In March, the highest criminal court in Texas—the Texas Court of Criminal Appeals—granted Adams a new trial. It is now up to the Dallas County District Attorney’s Office to determine whether they will retry Adams or dismiss the case. The case can be dismissed in two ways—one would exonerate him and grant him compensation, and the other would free him without declaring him innocent. Udashen called the case weird and weak, to which Patricia Cummings, the Dallas County prosecutor that supervises the conviction integrity unit, agreed. The DA’s office has not ruled out retrying the case, and agrees that Adams should be granted a new trial. Adams’ attorneys plan to ask the office to declare him innocent. Udashen stated that because of the DNA results and the fact that the victim in the case died about 15 years ago, it is unlikely that the case will be retried.

In August 2014, Adams was released on bond, but was charged with misdemeanor DWI while he was out. He now lives with family, however, and also has a job.

Eubanks is also seeking to be exonerated for the rape charge, but there has yet to be a ruling handed down by the Court of Criminal Appeals. Although the case has been decided, it is unclear why it is taking so long for the appellate court to write the ruling. The delay could be due to the fact that there is no DNA available for testing since Eubanks was never accused of leaving any, so DNA test results may not help his case. Another possible reason is because Eubanks presented a different legal argument than Adams. While Adams asked for and was granted a new trial based on new scientific DNA evidence that was unavailable at the time of the original handling of his case, Eubanks asked to be declared “actually innocent” in his case by the appellate court.

The DA’s office is waiting to take action in Adams’ case until Eubanks’ case has been ruled on, so they will keep the cases tied together for the time being since they have been intertwined from the get-go, even though nothing requires them to do so. Cummings stated that the office could change its plan should Eubanks’ case continue to remain at the appellate court, which has no deadline to reach a ruling. She went on to say that if the cases are dismissed based on actual innocence, then Adams and Eubanks could both be exonerated.

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A Recap of the 2016 Innocence Network Conference

Alejandra de la Fuente — June 08, 2016 @ 1:00 PM — Comments (0)

Since 2000, the Innocence Network (IN) has held their annual IN Conference to address the many facets surrounding the topic of wrongful conviction. The IN is composed of more than 60 member organizations around the world that share the goal of providing pro bono legal and investigative services to defendants who claim they are innocent of the crimes for which they were convicted, in addition to advocating for reforms to the criminal justice system.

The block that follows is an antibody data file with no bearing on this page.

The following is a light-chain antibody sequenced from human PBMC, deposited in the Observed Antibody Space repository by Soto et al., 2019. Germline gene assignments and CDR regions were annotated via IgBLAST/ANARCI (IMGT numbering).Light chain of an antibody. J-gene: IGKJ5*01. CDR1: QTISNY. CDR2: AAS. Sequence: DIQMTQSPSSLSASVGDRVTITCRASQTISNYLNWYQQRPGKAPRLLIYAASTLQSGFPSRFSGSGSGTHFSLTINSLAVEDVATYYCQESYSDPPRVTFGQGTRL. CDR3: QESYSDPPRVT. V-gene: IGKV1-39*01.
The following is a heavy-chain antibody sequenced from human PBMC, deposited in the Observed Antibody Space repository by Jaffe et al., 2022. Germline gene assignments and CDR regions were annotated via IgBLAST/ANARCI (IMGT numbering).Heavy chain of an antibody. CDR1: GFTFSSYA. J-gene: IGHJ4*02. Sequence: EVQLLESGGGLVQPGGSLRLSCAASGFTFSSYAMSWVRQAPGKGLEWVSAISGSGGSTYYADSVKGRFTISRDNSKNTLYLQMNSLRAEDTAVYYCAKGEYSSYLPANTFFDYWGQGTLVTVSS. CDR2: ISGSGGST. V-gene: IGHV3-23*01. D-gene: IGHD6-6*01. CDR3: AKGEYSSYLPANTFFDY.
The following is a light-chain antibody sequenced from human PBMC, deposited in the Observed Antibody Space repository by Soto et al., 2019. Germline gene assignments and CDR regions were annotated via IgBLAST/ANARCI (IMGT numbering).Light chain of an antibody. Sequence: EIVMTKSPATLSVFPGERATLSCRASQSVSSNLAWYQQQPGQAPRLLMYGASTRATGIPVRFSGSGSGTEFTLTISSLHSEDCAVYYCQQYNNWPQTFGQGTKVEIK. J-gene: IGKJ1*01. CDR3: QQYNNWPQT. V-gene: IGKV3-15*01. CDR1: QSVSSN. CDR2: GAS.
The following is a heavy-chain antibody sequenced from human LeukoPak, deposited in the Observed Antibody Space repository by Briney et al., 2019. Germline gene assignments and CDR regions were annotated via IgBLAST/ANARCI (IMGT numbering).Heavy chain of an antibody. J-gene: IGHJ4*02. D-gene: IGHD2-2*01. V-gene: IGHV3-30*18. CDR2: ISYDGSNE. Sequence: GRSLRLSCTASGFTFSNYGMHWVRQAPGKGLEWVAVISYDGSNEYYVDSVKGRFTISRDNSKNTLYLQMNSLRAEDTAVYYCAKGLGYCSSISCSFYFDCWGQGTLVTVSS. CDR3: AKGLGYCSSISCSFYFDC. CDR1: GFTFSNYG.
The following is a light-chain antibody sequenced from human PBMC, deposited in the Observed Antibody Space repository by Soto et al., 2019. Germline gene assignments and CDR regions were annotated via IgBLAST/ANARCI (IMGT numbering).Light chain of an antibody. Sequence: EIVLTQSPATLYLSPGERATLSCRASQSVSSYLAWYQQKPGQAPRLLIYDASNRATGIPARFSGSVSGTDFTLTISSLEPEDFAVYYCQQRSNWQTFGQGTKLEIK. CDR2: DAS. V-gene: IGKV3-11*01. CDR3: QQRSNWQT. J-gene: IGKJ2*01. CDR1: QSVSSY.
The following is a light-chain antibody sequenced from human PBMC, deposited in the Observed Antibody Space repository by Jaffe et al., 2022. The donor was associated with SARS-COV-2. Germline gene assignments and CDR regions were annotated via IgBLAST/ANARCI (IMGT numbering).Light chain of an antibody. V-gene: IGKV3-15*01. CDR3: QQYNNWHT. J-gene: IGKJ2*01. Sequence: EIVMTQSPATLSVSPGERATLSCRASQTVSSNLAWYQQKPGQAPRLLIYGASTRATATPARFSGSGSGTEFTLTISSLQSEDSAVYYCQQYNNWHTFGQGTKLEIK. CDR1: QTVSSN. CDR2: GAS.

This year’s conference was held Thursday, April 7 through Saturday, April 9 in San Antonio, Texas. Nearly 600 guests attended the event, including about 160 exonerees and their family and friends, staff from IN member organizations, lawyers, elected officials, and the general public. The conference focuses on wrongful conviction and issues surrounding the topic by providing services such as training workshops, discussions on the causes of and contributors to wrongful convictions, and presentations from exonerees about their experiences. An article posted to a local San Antonio news station’s website about the conference includes a few examples of those individual stories told by exonerees, and can be accessed here.

Texas was arguably the perfect location for this year’s conference, as the state had the highest number of exonerations in the nation last year. According to the National Registry of Exoneration’s annual report, there were 149 exonerations across the United States in 2015—54 of which occurred in Texas. The state has also had the highest number of exonerations in a given jurisdiction for the past 2 years, with 39 of the 125 total exonerations in 2014 and 13 of the 87 total exonerations in 2013. In addition, San Antonio perhaps contributed to the conference’s ideal location because of a well-known case that took place in the city. The group of women known as the “San Antonio Four” were released in 2013 after one of the victims in the case recanted her testimony and a medical exam was discredited, clearing the women of their charges for aggravated sexual assault of a child and indecency with a child. The “San Antonio Four” are still working to be completely exonerated, however, with the help of the Innocence Project of Texas.